5 key predictions in corporate governance for 2023

By David Duffy | CEO and co-founder | Corporate Governance Institute
David Duffy, CEO and co-founder of the Corporate Governance Institute, on 5 key predictions to watch our for in corporate governance for 2023

Market instability shows no signs of easing as we approach the new year, and this will continue to cause shifting political and economic sands; business leaders need to stay educated and engaged to stay ahead, says David Duffy, CEO and co-founder of the Corporate Governance Institute (CGI).

These predictions will have obvious impacts for procurement and supply chains as they try to adapt to the changing environment and find new ways of creating efficiency and value.

In the new year, we need strong corporate board governance more than ever. In the midst of economic headwinds, it serves as a linchpin to help organisations perform at a high and ethical level. With increasing volatility, uncertainty, and complexity facing us in the new year, this world has raised the stakes for companies and their boards. One just needs to look at the Twitter buy-out and firings, or the FTX fallout as key examples.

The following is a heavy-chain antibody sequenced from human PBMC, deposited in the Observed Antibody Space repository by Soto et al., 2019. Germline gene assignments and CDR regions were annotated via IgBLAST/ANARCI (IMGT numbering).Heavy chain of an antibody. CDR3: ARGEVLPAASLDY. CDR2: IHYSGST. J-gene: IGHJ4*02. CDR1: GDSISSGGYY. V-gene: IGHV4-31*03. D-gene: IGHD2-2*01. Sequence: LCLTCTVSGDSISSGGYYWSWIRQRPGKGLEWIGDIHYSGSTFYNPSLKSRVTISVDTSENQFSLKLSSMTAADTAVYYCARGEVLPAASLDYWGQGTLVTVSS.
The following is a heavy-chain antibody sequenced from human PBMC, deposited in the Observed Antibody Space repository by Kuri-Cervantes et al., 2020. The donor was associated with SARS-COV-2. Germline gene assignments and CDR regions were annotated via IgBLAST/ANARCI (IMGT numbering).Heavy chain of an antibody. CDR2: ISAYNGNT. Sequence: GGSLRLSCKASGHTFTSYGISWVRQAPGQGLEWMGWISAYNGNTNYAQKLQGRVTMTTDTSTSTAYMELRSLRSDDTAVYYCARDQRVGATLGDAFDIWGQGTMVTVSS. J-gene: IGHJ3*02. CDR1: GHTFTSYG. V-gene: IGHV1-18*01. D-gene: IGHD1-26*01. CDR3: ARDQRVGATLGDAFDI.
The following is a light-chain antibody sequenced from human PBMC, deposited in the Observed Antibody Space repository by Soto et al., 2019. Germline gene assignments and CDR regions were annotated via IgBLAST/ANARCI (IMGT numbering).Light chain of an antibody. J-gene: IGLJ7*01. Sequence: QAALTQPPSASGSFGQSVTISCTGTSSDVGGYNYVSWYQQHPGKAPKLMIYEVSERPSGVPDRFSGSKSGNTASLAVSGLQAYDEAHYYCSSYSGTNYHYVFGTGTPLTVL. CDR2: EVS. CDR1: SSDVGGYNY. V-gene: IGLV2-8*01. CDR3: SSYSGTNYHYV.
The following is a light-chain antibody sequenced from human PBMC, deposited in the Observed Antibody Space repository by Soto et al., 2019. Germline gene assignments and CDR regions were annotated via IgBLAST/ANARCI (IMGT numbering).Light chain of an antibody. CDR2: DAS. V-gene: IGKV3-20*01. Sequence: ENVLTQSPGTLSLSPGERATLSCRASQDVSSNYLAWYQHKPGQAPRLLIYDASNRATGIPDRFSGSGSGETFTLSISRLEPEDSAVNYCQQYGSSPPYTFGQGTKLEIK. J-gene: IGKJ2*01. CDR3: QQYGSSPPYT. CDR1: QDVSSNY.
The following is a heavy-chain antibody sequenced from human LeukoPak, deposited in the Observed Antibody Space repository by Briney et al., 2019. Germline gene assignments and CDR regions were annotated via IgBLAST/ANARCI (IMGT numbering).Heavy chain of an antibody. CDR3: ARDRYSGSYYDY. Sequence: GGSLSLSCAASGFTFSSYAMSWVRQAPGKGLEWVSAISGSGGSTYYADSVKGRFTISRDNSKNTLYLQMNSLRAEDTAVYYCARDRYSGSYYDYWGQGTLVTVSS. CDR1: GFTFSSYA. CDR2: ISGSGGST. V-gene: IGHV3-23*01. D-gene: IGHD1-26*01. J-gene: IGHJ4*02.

As policy makers’ and investors' needs change, corporate governance also changes. In order to stay ethical, compliant and ahead, organisations should pay attention to the following five predictions in corporate governance in 2023:

Five key predictions in corporate governance to watch out for in 2023

1. Increased ECB fines 

Businesses will face tougher punishment for economic crime, intentional or otherwise. In severe cases, a bank can be fined 10% of its total annual turnover in the preceding year, or twice what profits were gained or losses were avoided as a result of the breach. For example, Danske Bank A/S was fined €1,820,000 in September of this year for transaction monitoring failures in respect of anti-money laundering and terrorist financing systems. The case emphasises the need for companies to ensure that their group systems, controls, policies, and procedures are in compliance with legal requirements and that their governance framework and risk management measures are effective.